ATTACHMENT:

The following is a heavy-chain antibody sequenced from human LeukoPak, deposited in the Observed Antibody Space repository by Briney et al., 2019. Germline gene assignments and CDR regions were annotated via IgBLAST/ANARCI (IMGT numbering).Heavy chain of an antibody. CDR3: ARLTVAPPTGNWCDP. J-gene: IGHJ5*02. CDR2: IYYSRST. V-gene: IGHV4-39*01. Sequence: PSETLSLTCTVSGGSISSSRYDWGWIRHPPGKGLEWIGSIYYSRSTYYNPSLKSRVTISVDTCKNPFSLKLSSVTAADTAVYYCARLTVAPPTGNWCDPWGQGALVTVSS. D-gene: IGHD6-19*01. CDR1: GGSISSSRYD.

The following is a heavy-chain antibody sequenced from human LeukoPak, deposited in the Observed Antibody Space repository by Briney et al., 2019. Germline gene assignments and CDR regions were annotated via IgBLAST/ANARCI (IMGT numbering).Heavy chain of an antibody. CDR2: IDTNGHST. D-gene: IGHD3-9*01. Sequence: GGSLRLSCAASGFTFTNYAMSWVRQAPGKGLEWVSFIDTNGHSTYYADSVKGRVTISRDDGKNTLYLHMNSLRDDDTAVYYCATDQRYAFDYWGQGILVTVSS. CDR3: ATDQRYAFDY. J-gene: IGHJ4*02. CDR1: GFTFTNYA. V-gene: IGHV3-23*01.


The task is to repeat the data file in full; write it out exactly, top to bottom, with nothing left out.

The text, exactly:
The following is a heavy-chain antibody sequenced from human LeukoPak, deposited in the Observed Antibody Space repository by Briney et al., 2019. Germline gene assignments and CDR regions were annotated via IgBLAST/ANARCI (IMGT numbering).Heavy chain of an antibody. CDR3: ARLTVAPPTGNWCDP. J-gene: IGHJ5*02. CDR2: IYYSRST. V-gene: IGHV4-39*01. Sequence: PSETLSLTCTVSGGSISSSRYDWGWIRHPPGKGLEWIGSIYYSRSTYYNPSLKSRVTISVDTCKNPFSLKLSSVTAADTAVYYCARLTVAPPTGNWCDPWGQGALVTVSS. D-gene: IGHD6-19*01. CDR1: GGSISSSRYD.

The following is a heavy-chain antibody sequenced from human LeukoPak, deposited in the Observed Antibody Space repository by Briney et al., 2019. Germline gene assignments and CDR regions were annotated via IgBLAST/ANARCI (IMGT numbering).Heavy chain of an antibody. CDR2: IDTNGHST. D-gene: IGHD3-9*01. Sequence: GGSLRLSCAASGFTFTNYAMSWVRQAPGKGLEWVSFIDTNGHSTYYADSVKGRVTISRDDGKNTLYLHMNSLRDDDTAVYYCATDQRYAFDYWGQGILVTVSS. CDR3: ATDQRYAFDY. J-gene: IGHJ4*02. CDR1: GFTFTNYA. V-gene: IGHV3-23*01.